Sunday, December 27, 2009

High-Impact Communication Skills: The Extraordinarily Articulate Bruce Hoffman in Action on the BBC This Morning

Bruce Hoffman’s name first entered my consciousness in the early part of this decade, shortly after the Sept. 11 attacks, thanks to his unremittingly lucid and penetrating comments on al Qaeda in particular and terrorism in general, and I soon realized that he is perhaps the most articulate American in the field of anti-terrorism. Ever since, I’ve found listening to Mr. Hoffman to be most rewarding: His extraordinary command of the language enables him to give expression to his expertise, deep insights, and views as few specialists can. Thus, whenever he is featured on any of my favorite radio or TV shows, I instantly sharpen my antennas so that I don’t miss a word of what he is about to utter. Not surprisingly, I honor Mr. Hoffman on my website’s home page as well in my book The Articulate Professional – 3rd Edition (on page 4, where I laud some 15 or so Americans whose voices are extremely influential partly because they possess a vigorous vocabulary).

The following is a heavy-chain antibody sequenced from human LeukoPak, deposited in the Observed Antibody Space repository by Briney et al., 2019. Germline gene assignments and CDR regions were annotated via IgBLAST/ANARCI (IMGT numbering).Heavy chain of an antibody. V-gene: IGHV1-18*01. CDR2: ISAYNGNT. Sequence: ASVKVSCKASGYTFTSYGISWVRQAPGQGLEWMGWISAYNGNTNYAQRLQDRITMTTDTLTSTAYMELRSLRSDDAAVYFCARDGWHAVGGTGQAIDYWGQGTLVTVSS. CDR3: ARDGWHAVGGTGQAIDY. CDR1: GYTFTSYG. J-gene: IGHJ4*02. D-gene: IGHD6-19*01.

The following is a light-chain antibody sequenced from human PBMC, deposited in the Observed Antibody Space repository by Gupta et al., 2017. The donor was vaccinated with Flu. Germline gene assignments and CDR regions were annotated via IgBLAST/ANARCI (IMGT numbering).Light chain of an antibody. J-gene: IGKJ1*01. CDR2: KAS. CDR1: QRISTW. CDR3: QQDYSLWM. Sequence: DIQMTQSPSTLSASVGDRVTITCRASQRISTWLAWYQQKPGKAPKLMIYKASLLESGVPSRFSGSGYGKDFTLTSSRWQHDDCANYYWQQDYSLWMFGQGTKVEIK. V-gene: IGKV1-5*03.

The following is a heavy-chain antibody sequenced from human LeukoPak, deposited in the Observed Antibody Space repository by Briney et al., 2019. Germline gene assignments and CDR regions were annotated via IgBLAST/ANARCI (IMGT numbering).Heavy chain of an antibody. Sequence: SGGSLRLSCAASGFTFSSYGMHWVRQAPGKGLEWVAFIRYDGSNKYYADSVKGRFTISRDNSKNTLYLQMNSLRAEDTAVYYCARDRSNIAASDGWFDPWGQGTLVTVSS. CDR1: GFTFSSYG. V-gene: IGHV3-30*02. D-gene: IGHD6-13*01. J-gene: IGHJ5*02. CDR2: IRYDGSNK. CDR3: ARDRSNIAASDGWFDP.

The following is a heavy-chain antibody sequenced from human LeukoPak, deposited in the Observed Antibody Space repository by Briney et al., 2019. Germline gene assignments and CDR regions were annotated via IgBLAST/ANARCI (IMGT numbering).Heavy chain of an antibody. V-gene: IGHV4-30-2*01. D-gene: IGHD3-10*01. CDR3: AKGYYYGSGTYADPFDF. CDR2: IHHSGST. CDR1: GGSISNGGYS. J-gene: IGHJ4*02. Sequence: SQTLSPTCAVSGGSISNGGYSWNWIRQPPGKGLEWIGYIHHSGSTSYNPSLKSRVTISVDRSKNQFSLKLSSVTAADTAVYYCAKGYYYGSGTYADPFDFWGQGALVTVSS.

This morning, Mr. Hoffman was on a 3-member panel assembled by The BBC World Service to discuss the aftermath of the Sept. 11 attacks. He did not disappoint, using a stream of fresh, vivid, evocative, and synonymous words and phrases--the defining trait of articulate people--to emphasize his points. For instance, when asked whether it was his view that the 9/11 attacks had indeed shaped this past decade, Mr. Hoffman replied: “This was the end of the halcyon period during the '90s when, supposedly, a new world order was emerging which would be far more peaceful, far less truculent than was the case during the Cold War. (Instead) these attacks led to a dramatic transition from the belligerence but non-violence of the Cold War to an actual hot war that the U.S. was involved in during the last 9 years--this succession of military engagements that would have been unimaginable in the 1990s.”

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